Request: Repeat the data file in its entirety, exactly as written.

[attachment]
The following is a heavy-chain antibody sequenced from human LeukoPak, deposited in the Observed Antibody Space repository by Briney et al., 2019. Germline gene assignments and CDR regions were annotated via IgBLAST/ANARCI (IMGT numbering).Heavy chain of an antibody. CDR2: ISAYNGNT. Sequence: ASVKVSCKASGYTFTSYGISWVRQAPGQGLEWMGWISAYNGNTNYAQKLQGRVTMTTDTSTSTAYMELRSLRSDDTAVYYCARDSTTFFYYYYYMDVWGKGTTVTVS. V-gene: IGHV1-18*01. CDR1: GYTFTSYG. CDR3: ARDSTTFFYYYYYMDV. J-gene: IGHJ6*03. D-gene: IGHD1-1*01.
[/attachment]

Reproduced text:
The following is a heavy-chain antibody sequenced from human LeukoPak, deposited in the Observed Antibody Space repository by Briney et al., 2019. Germline gene assignments and CDR regions were annotated via IgBLAST/ANARCI (IMGT numbering).Heavy chain of an antibody. CDR2: ISAYNGNT. Sequence: ASVKVSCKASGYTFTSYGISWVRQAPGQGLEWMGWISAYNGNTNYAQKLQGRVTMTTDTSTSTAYMELRSLRSDDTAVYYCARDSTTFFYYYYYMDVWGKGTTVTVS. V-gene: IGHV1-18*01. CDR1: GYTFTSYG. CDR3: ARDSTTFFYYYYYMDV. J-gene: IGHJ6*03. D-gene: IGHD1-1*01.